Topography of the Beaufort Sea area (Photo credit: Wikipedia)

Now that’s inspiration!

He writes with tremendous delicacy and insight and I’ve already learned a slew of new-to-me words, like crang and flensing and saxifrages. I never read books about nature or natural history, so I wasn’t sure I’d like it, but I do love the Arctic, a place I visited for a mere 24 hours, on assignment for the Montreal Gazette, in December 1987.

I’ve never experienced anything so alien, beautiful and mysterious and have been dying ever since to return.

Lopez so skilfully limns this place, with observations both simple and profound.

On the tiny, stunted trees one finds so far north:

Much of the tundra, of course, appears to be treeless when, in many places, it is actually covered with trees — a thick matting of short, ancient willows and birches. You realize suddenly that you are wandering around on top of a forest.

I love the naked delight he shares with us, the startled realization he felt and wants us to feel as well.

Or this:

Imagine your ear against the loom of a kayak paddle in the Beaufort Sea, hearing the long, quivering tremolo voice of the bearded seal. Or feeling the surgical sharpness of an Eskimo’s obsidian tool under the stroke of your finger.

These sentences are, to my ear, exquisite. They make me want to read and re-read them. They make me want to close the book so I can savor them and think about them.

His word choices are deliciously specific: tremolo, the alliteration of “surgical sharpness”, the naming of obsidian (gorgeous word!), not the vaguer “stone”. And the “stroke of your finger” — not the pad of your finger (which I think he might have written.)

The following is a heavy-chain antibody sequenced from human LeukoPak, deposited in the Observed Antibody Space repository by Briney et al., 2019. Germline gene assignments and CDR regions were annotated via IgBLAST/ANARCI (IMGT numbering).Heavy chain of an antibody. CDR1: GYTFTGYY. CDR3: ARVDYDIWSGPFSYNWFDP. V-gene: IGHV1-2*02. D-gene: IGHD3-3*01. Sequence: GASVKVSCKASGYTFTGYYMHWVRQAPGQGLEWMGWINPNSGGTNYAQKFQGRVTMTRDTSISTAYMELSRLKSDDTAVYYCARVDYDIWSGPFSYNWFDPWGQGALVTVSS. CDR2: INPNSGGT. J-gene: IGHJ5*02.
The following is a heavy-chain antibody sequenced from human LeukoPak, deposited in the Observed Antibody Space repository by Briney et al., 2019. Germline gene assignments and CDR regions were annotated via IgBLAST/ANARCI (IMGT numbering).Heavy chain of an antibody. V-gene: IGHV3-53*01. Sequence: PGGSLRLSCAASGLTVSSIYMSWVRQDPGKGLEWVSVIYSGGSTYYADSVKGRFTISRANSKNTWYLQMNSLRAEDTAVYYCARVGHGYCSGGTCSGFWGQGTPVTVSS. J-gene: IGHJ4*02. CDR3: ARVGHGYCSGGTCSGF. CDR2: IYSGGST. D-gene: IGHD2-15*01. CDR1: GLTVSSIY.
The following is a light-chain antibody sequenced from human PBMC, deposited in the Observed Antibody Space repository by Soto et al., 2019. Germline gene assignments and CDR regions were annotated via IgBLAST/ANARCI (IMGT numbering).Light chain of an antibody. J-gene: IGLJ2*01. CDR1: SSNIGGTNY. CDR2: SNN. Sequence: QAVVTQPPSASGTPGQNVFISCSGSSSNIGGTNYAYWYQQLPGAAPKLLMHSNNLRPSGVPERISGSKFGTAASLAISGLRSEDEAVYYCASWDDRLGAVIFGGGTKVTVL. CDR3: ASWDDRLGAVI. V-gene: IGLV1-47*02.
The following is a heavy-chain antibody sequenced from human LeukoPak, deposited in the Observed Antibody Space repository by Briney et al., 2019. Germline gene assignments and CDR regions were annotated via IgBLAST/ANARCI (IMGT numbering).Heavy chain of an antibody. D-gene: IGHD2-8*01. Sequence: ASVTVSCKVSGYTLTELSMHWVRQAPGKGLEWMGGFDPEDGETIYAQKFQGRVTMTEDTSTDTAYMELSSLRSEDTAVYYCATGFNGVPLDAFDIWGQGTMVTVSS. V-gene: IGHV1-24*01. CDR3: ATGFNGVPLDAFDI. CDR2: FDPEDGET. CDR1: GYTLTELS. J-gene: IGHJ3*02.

It’s been a long time since I’ve read such good writing it makes me want to de-construct it so see why it moves so smoothly and efficiently. So much of what I read is a broken-down jalopy — Lopez opens the door to a smooth, seductive ride in a literary Bentley.

Arctic whaling in the eighteenth century. The ...

Arctic whaling in the eighteenth century. The ships are Dutch and the animals depicted are Bowhead Whales. Beerenburg on Jan Mayen Land can be seen in the background. (Photo credit: Wikipedia)

I’m envious of his skill — but also (yay!) inspired to try to whatever I can, whenever possible, to reach this level of excellence. (I was also amused, and delighted, to read the name of a friend’s husband on the very first page of Lopez’ acknowledgements, Kerry Finley, a Canadian expert in bowhead whales.)

In your personal life or your professional life, who inspires you and why?

Is it someone you know personally or someone you admire from a distance?

Caine’s Arcade: A little LA boy creates a cardboard world

In art, beauty, behavior, blogging, cars, children, cities, culture, entertainment, film, Media, news on April 14, 2012 at 12:09 am
Taipei Arcade Games

Taipei Arcade Games (Photo credit: Michael Kwan (Freelancer))

Have you heard — surely, yes, by now if you live in the U.S. — about Caine’s Arcade?

Here’s the link.